The Company had five OSCVs and two WIVs in operation at end of the year (2016: seven).The OSCV and WIV fleet earned operating revenues of USD118.1 million and had 92% utilisation (2016: USD97.2 million and 92%). The operating margin before administrative expenses was USD72.0 million (2016: USD44.5 million) and the operating margin as a percentage of revenue was 61% (2016: 46%). The contract backlog was 61% for 2018, 43% for 2019 and 30% for 2020 (2016: 55% for 2017, 43% for 2018 and 29% for 2019).

The Company had ten AHTS vessels in operation at end of the year (2016: ten). The AHTS fleet earned operating revenues of USD 46.7 million and had 64% utilisation (2016: USD 48.3 million and 39% utilization). The operating margin before administrative expenses was USD 2.5 million (2016: USD 10.8 million) and the operating margin as a percentage of revenue was 5% (2016: 22%). The contract backlog is 2% for 2018, and 0% for 2019 (2016: 8% for 2017, and 0% for 2018).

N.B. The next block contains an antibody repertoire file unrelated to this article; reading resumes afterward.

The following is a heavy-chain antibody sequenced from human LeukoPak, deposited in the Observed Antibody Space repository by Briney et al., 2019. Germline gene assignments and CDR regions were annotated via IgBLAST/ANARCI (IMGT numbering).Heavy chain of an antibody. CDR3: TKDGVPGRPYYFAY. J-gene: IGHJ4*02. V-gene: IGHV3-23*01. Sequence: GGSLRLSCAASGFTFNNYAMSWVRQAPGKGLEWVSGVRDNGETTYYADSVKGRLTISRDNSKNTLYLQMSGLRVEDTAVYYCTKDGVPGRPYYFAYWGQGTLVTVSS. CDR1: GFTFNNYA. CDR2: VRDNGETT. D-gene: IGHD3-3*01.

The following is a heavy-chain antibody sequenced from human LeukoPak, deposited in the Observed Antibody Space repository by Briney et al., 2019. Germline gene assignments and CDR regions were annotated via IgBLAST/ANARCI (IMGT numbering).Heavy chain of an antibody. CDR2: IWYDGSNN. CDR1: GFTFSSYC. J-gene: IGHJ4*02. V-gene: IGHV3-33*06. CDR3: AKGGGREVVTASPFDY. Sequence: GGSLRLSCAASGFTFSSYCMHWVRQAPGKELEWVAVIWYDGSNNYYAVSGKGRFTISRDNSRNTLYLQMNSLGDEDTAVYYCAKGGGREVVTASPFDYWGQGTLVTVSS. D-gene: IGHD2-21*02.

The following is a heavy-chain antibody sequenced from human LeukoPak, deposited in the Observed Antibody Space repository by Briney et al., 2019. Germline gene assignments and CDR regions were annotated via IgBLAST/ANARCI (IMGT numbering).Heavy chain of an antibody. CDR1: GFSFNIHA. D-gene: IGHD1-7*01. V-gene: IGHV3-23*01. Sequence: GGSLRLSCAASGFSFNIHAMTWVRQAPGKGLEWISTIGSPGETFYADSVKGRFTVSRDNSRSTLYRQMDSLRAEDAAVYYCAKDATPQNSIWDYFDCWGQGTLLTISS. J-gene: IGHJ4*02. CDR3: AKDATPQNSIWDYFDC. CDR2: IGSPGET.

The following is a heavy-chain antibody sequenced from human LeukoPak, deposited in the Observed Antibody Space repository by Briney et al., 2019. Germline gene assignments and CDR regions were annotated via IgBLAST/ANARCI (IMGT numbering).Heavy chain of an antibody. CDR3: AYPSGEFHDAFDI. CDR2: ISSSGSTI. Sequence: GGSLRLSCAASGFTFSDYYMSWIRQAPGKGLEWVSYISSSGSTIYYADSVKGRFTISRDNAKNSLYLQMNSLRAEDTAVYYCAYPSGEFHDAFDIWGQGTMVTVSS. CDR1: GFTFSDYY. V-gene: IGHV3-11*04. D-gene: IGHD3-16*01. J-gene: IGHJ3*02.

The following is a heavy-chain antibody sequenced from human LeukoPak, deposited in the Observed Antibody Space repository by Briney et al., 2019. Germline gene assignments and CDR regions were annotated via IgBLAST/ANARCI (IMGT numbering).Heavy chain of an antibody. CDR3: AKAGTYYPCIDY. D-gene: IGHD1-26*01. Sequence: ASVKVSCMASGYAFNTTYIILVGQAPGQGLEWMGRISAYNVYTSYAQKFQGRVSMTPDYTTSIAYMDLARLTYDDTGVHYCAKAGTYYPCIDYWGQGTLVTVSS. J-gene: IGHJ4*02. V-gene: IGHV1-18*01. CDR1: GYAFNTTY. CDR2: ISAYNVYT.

Secunda Holding Limited (“Secunda”) is a wholly-owned subsidiary that owns and operates a harsh-weather fleet of five offshore support vessels and is a leader in support services for platform supply, anchor-handling, rescue standby and towage in its primary area of operation offshore Eastern Canada. The Canadian fleet earned operating revenue of USD 29.2 million and had 75% utilization 2016: USD 24.5 million and 73%). The operating margin before administrative expenses was USD13.6 million (2016: USD12.5 million) and the operating margin as a percentage of revenue was 47% (2016: 51%). The results for Secunda were recorded in accordance with the equity method for the first five months in 2016 and were fully consolidated commencing with effect from 1 June 2016, post-acquisition of 100% ownership in Secunda. The contract backlog was 80% for 2018, 77% for 2019 and 20% for 2020 (2016: 48% for 2017, 45% for 2018 and 26% for 2019).

Siem Offshore do Brasil S.A. is the Company’s wholly-owned Brazilian subsidiary which owns and operates a fleet of six OSVs in Brazil.

This fleet earned operating revenue of USD 28.2 million and had 96% utilisation (2016: USD20.1 million and 73%). The operating margin before administrative expenses was USD15.3 million (2016: USD8.6 million) and the operating margin as a percentage of revenue was 54% (2016: 43%). The contract backlog was 73% for 2018, 53% for 2019 and 34% for 2020 (2016: 69% for 2017, 41% for 2018 and 33% for 2019).